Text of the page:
RBI permits banks to undertake compromise settlement of wilful defaults
ContextIn order to ensure maximum recovery from distressed assets, the Reserve Bank of India (RBI) has allowed banks to go for compromise settlement of ‘fraud accounts’ and ‘wilful defaults’.
About the move:
- All regulated entities (REs) are required to put in place board-approved policies for undertaking compromise settlements, with the borrowers as well as for technical write-offs laying down the process to be followed for all compromise settlements with specific guidance on the necessary conditions precedent.
|Technical Write-offs: Technical write-offs would refer to cases where the non-performing assets remain outstanding at the borrowers’ loan account level but are written off (fully or partially) by the RE only for accounting purposes. This is without involving any waiver of claims against the borrower.|
- The policies would also put in place a graded framework for the ‘examination of staff accountability’ in such cases with reasonable thresholds and timelines as may be decided by the board.
- Conditions would include minimum ageing, deterioration in collateral value
- The methodology for arriving at the realisable value of the security shall also form part of the policy.
- The objective would be to maximise the possible recovery from a distressed borrower at minimum expense, in the best interest of the Regulated Entity (RE).
- The compromise settlements and technical write-offs would be without prejudice to any mutually agreed contractual provisions between the RE and the borrower relating to future contingent realisations or recovery by the RE.
- The above conditions are subject “to such claims not being recognised in any manner on the balance sheet of REs at the time of the settlement or subsequently till actual realisation of such receivables.”
- In respect of borrowers subject to compromise settlements, the notification said, there would be a cooling period as determined by the respective board-approved policies before the REs can assume fresh exposures to such borrowers.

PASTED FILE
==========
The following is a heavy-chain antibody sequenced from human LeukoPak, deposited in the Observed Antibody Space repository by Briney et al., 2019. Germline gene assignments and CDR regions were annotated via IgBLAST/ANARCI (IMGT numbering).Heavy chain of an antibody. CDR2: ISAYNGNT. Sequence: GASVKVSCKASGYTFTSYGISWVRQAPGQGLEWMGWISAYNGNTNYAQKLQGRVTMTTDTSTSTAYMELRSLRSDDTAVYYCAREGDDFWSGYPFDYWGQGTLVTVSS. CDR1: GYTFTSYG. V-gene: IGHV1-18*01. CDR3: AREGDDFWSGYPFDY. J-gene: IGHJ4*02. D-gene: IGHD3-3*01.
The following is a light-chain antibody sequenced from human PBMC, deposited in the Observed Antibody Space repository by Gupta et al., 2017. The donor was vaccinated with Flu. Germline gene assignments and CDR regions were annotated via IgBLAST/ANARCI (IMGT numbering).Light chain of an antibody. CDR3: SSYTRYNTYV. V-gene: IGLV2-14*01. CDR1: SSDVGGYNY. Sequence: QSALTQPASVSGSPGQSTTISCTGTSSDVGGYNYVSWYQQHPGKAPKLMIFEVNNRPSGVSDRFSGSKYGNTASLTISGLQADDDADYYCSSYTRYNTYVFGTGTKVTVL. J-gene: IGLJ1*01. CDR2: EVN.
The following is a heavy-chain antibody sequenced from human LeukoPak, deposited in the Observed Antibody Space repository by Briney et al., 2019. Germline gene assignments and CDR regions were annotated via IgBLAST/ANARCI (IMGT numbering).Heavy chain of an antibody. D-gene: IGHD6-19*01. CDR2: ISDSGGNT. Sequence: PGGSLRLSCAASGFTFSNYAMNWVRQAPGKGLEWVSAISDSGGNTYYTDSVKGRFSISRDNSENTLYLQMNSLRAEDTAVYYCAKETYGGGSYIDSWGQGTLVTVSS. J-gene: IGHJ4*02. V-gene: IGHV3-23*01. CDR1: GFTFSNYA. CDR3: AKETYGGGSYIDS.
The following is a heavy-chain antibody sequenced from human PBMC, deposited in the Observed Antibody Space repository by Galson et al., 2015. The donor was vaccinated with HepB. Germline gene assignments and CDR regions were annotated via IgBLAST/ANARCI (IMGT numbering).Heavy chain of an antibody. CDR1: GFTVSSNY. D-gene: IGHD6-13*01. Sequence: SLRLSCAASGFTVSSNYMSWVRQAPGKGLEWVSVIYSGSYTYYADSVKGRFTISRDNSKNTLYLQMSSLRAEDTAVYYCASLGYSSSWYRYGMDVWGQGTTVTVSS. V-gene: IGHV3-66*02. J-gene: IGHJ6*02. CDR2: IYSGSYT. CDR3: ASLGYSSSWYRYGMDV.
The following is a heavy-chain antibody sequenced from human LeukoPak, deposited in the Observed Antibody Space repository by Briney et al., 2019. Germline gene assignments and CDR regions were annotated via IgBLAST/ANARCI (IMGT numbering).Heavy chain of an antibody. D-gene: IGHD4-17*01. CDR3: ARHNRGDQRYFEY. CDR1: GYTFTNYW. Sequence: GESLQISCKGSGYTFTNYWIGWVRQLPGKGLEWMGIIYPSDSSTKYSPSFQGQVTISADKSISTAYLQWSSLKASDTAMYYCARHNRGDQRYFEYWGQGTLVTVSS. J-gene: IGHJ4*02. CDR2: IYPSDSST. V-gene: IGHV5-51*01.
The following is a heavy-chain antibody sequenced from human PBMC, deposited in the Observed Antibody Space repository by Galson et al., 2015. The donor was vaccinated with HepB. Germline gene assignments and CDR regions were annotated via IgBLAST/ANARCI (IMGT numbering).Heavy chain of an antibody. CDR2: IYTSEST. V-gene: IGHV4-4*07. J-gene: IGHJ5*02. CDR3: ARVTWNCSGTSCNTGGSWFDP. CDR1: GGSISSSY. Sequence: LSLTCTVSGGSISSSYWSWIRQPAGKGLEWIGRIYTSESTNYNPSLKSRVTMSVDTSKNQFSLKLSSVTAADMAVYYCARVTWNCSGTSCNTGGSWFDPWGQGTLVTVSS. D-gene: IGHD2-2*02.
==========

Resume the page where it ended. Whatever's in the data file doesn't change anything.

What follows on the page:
- The cooling period in respect of exposures other than farm credit exposures would be subject to a floor of 12 months.
- REs are free to stipulate higher cooling periods in terms of their Board approved policies.
|The cooling period for farm credit exposures would be determined by the REs as per their respective Board approved policies.|
- They are loans or advances that are in default or in arrears.
- In other words, these are those kinds of loans wherein principal or interest amounts are late or have not been paid.
- Non-Performing Assets are basically Non-Performing Loans.
- In India, the timeline given for classifying the asset as NPA is 180 days. As against 45 to 90 days of international norms.
- In the banking system, the government and regulatory authorities need to have a good view of how healthy the financial system is.
- India became more aggressive in recognising loans as ‘bad’ in the 2014 to 2015 period.
- The periodic asset quality review was introduced. Further, the regulator stepped in to prevent ever-greening of loans (i.e., lending more to an already stressed asset in the hope that it could be brought back to its feet).
- The banks employ the Lok Adalats for settling the NPA loans. The Lok Adalats help in settling the NPA between the banks and defaulters.
|A National Asset Reconstruction Company Ltd. (NARCL) was announced in the Union Budget for 2021-2022 to resolve stressed loans amounting to about Rs 2 lakh crore in phases.|
- This reduces the profits of the banks.
- This reduces a bank or financial institution’s capital adequacy.
- The banks have become averse to giving loans and taking risks of zero per cent. Thus, the creation of fresh credit is debarred.
- The banks start concentrating on the management of credit risk instead of the bank becoming profitable.
- The funds happen to cost due to NPA.